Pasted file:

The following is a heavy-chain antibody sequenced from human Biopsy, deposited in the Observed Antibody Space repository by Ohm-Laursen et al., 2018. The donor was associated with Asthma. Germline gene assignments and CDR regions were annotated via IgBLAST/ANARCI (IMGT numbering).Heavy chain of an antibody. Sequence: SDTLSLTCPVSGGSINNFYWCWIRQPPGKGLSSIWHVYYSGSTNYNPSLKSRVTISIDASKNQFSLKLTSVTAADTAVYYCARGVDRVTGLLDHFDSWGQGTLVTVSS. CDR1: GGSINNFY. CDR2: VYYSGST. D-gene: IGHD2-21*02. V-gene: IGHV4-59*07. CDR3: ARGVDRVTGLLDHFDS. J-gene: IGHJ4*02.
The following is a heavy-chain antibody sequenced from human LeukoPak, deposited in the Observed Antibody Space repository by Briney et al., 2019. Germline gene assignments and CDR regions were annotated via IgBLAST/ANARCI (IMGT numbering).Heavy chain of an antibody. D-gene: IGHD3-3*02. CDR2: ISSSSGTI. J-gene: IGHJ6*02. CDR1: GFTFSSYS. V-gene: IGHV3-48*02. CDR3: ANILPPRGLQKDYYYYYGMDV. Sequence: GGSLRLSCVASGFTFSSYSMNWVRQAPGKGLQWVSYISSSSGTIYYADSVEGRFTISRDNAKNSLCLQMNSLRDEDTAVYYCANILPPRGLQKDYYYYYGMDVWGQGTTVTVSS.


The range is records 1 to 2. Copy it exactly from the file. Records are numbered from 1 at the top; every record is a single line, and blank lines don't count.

The following is a heavy-chain antibody sequenced from human Biopsy, deposited in the Observed Antibody Space repository by Ohm-Laursen et al., 2018. The donor was associated with Asthma. Germline gene assignments and CDR regions were annotated via IgBLAST/ANARCI (IMGT numbering).Heavy chain of an antibody. Sequence: SDTLSLTCPVSGGSINNFYWCWIRQPPGKGLSSIWHVYYSGSTNYNPSLKSRVTISIDASKNQFSLKLTSVTAADTAVYYCARGVDRVTGLLDHFDSWGQGTLVTVSS. CDR1: GGSINNFY. CDR2: VYYSGST. D-gene: IGHD2-21*02. V-gene: IGHV4-59*07. CDR3: ARGVDRVTGLLDHFDS. J-gene: IGHJ4*02.
The following is a heavy-chain antibody sequenced from human LeukoPak, deposited in the Observed Antibody Space repository by Briney et al., 2019. Germline gene assignments and CDR regions were annotated via IgBLAST/ANARCI (IMGT numbering).Heavy chain of an antibody. D-gene: IGHD3-3*02. CDR2: ISSSSGTI. J-gene: IGHJ6*02. CDR1: GFTFSSYS. V-gene: IGHV3-48*02. CDR3: ANILPPRGLQKDYYYYYGMDV. Sequence: GGSLRLSCVASGFTFSSYSMNWVRQAPGKGLQWVSYISSSSGTIYYADSVEGRFTISRDNAKNSLCLQMNSLRDEDTAVYYCANILPPRGLQKDYYYYYGMDVWGQGTTVTVSS.